FIG. 3 provides an example of a user interface 350 of an external website, Waldo's Blog 352, that includes the ability for a user to invoke a contextual menu for objects represented on the interface 350, according to an implementation. In various implementations, external websites may include code that enables a user to invoke a contextual menu for an object. For example, the external website may include java script code in their website such that, when a user submits a long press on an object, a contextual menu for performing actions on the selected object is provided to the user. In other implementations, the user may install an application plug-in (e.g., browser plug-in) that receives the invocation for the contextual menu and initiates the user selected actions. In still other implementations, the browser or other application may be configured to allow invocation of a contextual menu and include code for the contextual menu as part of the browser application. Finally, in some implementations, the operating system of the client device 204 may be configured to include code for invoking a contextual menu for a selected object.

Regardless of how the contextual menu is provided, a user may invoke the contextual menu with an invocation command. In this example, a contextual menu identifier 356 is included in the presented information and a user may invoke a contextual menu for a represented object by selecting the corresponding contextual menu identifier 356 for that object. While this example includes presentation of a contextual menu identifier 356, in other implementations, the user may invoke the contextual menu utilizing other invocation commands on the represented object (e.g., long press).

Upon invocation of the contextual menu for the selected represented object, a contextual menu 358 for the selected object is presented. The contextual menu may include one or more action identifiers that may be selected by the user to initiate a corresponding action for the selected object. As noted above, the contextual menu is independent of the application and may be used to initiate local and/or remote actions. In some implementations, the user may be able to configure the action identifiers that are presented by the contextual menu.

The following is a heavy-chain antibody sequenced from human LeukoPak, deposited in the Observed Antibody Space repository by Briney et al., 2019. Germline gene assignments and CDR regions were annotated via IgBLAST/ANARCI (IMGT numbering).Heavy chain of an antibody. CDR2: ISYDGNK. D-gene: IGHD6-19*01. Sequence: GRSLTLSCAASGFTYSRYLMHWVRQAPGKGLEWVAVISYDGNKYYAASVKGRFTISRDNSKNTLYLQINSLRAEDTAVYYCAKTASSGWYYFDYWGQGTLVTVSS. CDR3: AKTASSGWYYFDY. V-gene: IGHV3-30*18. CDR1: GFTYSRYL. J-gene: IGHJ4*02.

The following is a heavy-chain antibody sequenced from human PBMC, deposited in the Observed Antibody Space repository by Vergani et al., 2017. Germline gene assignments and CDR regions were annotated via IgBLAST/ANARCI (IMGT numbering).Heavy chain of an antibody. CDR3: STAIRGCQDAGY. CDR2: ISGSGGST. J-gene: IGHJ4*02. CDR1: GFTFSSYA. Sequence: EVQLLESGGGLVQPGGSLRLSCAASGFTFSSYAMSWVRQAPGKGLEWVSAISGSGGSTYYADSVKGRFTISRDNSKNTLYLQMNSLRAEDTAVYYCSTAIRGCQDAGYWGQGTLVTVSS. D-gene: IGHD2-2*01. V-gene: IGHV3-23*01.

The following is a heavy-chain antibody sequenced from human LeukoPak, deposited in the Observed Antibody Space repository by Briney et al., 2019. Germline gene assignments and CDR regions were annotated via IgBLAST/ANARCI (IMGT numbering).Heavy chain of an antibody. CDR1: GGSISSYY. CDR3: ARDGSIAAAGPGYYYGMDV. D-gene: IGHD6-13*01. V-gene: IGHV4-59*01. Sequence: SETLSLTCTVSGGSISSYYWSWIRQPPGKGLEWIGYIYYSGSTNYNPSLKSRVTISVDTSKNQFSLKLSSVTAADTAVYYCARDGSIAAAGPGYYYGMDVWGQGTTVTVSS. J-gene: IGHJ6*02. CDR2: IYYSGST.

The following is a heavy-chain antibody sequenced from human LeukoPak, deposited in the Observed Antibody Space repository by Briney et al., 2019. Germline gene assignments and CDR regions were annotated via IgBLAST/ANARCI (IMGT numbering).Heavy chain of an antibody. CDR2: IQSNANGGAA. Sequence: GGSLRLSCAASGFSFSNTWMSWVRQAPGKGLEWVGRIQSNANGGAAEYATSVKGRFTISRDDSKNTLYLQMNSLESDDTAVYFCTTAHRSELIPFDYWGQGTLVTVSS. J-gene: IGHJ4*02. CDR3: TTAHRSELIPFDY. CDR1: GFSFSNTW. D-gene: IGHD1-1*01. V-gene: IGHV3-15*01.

In this example, the contextual menu 358 includes four action identifiers 360A-360D, any one or more of which may be selected to invoke an action for the selected object 354. As noted above, the actions may be performed local to the client device 204 (e.g., save, email, copy, print) or remote from the client device (e.g., post to a social network, create an object identifier, add to a set, purchase the represented object, see others that have taken action on the object and/or object identifier). For example, a user may select an action identifier to add the object represented by object identifier 354 to a set maintained for that user by the object management service. Upon selecting the action identifier 360, an object identifier may be created that includes the object 354, information about the source of the object, etc. In some instances, the object management service 210 may also determine if there are merchants that offer the represented object for sale and may associate those merchants with the created object identifier. In still other examples, the provider of the webpage may be a merchant and/or may identify a merchant that offers the represented object for sale. In such an example, the merchant information may be provided with the representation and included as part of the created object identifier.

As discussed above, in some implementations, selection of an action identifier may result in one or more action options being determined that correspond to the selected action identifier and action option identifiers corresponding to those action options may be presented to the user for selection. The user may select an action option by, for example, long pressing on the presented action option identifier.